The childcare sector says more funding is urgently needed for children aged less than 3. Photo: Tamara Voninski
Pressure is growing on the Abbott government to fund new childcare spots for children under three years old, in a bid to fix a crisis in childcare availability.
A group of the country’s biggest childcare providers is calling for a one-off funding boost for zero to three-year old places, arguing it would have an “immediate impact”.
The youngest age group is the area of tightest supply and highest demand, as older children are able to attend pre-school. The places are also more expensive for centres to run, because younger children require more supervision and care.
Social Services Minister Scott Morrison. Photo: Daniel Munoz
“The government has a real opportunity to free up supply by increasing the subsidy for children in care up to three years of age,” Early Learning and Care Council co-chair Bernie Nott said.
“Such an increase in subsidy should reflect the higher cost of care.”
The push comes as the Abbott government prepares its new families policy, which is due for release before the May budget. Social Services Minister Scott Morrison is currently consulting with the childcare sector over his plans, which are due to be released within weeks.
The Early Learning and Care Council, which includes major providers such as Guardian Early Learning, Goodstart Early Learning and the Creche and Kindergarten Association of Queensland, is also concerned about a proposal to increase the amount of time parents have to work before they access childcare funding.
Parents are currently able to access 24 hours of the means tested Child Care Benefit per child per week without having to meet a work or study test. To access the non-means tested Child Care Rebate, both partners need to work or train “at some time” during the week – but there is no minimum number of hours required.
Under a proposal before government, recommended by the Productivity Commission, parents would need to work for 24 hours a fortnight to access childcare funding.
The Early Learning and Care Council says thousands of children whose mothers work less than 12 hours a week would drop out of the early learning system as a result of the policy.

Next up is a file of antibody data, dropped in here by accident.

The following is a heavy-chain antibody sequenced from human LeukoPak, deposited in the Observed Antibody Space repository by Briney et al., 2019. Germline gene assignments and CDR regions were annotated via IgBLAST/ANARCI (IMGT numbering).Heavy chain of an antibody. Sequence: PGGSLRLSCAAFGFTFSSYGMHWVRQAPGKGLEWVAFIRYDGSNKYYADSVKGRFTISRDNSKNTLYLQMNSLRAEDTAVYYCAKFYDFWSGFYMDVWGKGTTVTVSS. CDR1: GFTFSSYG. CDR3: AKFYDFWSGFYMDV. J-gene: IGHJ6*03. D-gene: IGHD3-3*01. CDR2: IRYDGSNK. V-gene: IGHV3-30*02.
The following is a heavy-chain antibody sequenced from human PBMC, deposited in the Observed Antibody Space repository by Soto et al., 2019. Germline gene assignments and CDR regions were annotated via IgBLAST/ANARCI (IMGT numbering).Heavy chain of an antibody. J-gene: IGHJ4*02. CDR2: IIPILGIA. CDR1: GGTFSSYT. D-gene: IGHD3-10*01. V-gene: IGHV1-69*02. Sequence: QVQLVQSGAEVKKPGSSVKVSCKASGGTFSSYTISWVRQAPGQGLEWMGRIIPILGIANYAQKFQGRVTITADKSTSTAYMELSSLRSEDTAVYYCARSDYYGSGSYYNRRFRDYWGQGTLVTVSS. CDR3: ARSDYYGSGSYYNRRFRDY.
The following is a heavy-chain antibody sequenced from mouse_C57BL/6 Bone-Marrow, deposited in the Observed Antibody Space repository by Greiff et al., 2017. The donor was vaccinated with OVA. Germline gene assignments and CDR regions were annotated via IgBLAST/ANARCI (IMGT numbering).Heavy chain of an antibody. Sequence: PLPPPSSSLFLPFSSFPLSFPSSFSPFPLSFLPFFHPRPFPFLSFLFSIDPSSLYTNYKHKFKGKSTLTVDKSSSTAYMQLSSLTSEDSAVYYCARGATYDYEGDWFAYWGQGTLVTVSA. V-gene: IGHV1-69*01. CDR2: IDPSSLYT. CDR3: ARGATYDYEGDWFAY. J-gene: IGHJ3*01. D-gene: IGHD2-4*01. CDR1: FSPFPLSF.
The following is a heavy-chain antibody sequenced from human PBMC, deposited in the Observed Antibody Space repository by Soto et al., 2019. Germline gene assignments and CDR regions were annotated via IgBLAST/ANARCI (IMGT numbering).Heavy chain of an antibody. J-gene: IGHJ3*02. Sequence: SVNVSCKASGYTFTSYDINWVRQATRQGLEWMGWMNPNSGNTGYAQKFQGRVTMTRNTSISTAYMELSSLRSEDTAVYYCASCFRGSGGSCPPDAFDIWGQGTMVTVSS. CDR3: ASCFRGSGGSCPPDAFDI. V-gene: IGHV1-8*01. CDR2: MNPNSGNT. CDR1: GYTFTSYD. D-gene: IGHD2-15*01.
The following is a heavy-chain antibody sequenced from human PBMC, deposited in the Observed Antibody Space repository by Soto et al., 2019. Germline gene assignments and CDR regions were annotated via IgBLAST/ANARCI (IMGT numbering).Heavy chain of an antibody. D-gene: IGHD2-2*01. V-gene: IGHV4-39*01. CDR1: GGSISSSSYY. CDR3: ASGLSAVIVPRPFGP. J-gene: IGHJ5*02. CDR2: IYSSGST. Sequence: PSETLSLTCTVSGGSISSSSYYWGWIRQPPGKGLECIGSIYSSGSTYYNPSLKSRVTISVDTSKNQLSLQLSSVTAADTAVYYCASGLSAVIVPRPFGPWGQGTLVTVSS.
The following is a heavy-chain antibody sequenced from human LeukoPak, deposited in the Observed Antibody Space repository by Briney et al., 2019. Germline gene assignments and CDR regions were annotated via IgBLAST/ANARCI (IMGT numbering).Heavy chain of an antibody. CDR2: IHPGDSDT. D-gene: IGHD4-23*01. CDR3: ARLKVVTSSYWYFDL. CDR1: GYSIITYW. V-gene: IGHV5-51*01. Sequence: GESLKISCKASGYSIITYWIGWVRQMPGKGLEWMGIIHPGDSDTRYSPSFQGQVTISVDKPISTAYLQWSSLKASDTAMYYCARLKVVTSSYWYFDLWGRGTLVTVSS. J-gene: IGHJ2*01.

“We need to provide children with access to two days of early learning so we can reduce disadvantage, get children ready for school and life,” they argue in a briefing paper, adding that children’s early learning should not be disrupted if parents are in seasonal or casual employment.
Parent advocacy body, The Parenthood has also warned that more than 100,000 women would be affected if the work hours requirement was increased.
“Not only would this new activity test punish thousands of children, denying them their right to access high quality early education, it will also punish tens of thousands of working mums gradually returning to work from maternity leave,” Ms Briskey said.
“According to the Productivity Commission, there are at least 16.4 per cent of mothers working less than 12 hours a week and by their judgment, this is a small enough number not to worry about whether or not they can afford to pay full price for childcare and continue to work.”
Ms Briskey said these women were often mothers to very young children who wanted to remain connected to work while spending time with their newborns.
“Why on earth would we want to punish these women by taking away their support for childcare?”
Source Article from http://theage.com.au/federal-politics/political-news/push-for-increase-in-childcare-funding-for-babies-and-toddlers-to-urgently-address-shortage-20150325-1m6hsp.html
Push for increase in childcare funding for babies and toddlers to urgently address shortage
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